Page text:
While driving in winter can be much different than driving in warmer months, especially if you live in a place that gets snow, there are quite a few things that people believe to be true about winter driving that are just not accurate. Here are several common winter driving myths that we’ve debunked to help you stay safe while driving the next few months.
You Only Need To Scrape Snow Off Your Front Windshield
It’s obvious that you need to scrape the snow and ice off of your front windshield before driving so you can see, but this isn’t the only thing you should clear. To maximize visibility, be sure to scrape off rear and side windows and well. Additionally, wipe off any snow piled on top of the car, as it could fall down onto your windshield while you are driving.
Underinflating Tires Is Better For Traction
You never want you tires inflated too much, especially in winter, but underinflating them won’t do much either. It may give you a wider contact patch but usually skinnier, winter tired are best for snow. It’s not worth ruining your regular tires just to see if deflated tires may help.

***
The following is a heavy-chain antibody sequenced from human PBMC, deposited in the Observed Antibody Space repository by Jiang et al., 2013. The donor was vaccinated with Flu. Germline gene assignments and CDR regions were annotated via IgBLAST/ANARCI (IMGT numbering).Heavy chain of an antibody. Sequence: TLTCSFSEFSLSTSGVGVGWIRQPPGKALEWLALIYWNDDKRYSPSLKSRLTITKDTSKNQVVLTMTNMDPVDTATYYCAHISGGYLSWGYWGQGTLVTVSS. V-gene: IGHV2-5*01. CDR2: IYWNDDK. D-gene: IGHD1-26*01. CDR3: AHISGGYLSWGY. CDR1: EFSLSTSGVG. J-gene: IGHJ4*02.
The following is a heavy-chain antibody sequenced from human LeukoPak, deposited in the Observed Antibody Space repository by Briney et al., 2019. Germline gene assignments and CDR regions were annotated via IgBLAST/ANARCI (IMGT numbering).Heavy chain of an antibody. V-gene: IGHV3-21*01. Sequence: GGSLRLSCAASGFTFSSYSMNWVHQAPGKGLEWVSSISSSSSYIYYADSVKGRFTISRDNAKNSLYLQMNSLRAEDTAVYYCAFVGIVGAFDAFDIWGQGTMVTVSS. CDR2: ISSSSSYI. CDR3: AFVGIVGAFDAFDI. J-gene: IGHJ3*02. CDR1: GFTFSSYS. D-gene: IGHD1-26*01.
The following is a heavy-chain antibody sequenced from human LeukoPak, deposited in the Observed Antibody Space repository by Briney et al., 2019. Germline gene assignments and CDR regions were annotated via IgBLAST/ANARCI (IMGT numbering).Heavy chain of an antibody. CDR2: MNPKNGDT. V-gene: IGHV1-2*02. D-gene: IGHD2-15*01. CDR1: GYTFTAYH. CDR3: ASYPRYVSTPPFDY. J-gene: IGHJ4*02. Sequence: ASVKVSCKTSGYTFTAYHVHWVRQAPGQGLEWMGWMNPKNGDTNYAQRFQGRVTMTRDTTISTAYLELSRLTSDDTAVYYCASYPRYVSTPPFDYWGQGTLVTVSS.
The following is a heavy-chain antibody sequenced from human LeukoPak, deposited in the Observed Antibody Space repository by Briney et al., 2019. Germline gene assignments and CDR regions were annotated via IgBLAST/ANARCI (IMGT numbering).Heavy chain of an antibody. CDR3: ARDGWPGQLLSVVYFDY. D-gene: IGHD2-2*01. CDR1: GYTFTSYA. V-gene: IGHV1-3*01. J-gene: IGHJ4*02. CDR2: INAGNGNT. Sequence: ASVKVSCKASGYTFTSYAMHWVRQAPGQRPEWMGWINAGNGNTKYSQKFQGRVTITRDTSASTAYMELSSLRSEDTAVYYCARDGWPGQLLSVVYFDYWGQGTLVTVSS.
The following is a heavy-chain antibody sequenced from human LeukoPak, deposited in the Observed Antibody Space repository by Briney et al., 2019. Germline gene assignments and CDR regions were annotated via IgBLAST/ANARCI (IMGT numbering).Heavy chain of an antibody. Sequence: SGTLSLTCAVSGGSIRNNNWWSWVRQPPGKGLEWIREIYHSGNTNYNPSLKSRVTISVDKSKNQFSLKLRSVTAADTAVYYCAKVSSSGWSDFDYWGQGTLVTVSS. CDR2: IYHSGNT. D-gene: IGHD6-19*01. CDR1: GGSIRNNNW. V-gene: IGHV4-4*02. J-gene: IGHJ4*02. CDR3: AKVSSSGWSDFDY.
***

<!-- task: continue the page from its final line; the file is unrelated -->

Rear Wheel Drive Doesn’t Help If There Is Snow
Cars with 4-wheel drive are known to perform better in snow and on icy roads, but that doesn’t mean that front-wheel and rear-wheel are useless. If fitted with the proper winter tires, vehicles with front- and rear-wheel drive can be just as good in the snow – as long as you’re also being a cautious driver.
Bigger Cars Are Better In Snow
Many people assume that bigger cars, SUVs, and trucks are automatically better equipped for winter driving but this isn’t always true. This may be accurate if you’re planning to do some off-roading or rough driving, but if you’re just commuting to and from the office or running a few errands then most cars will perform the same.
Courtesy of Jalopnik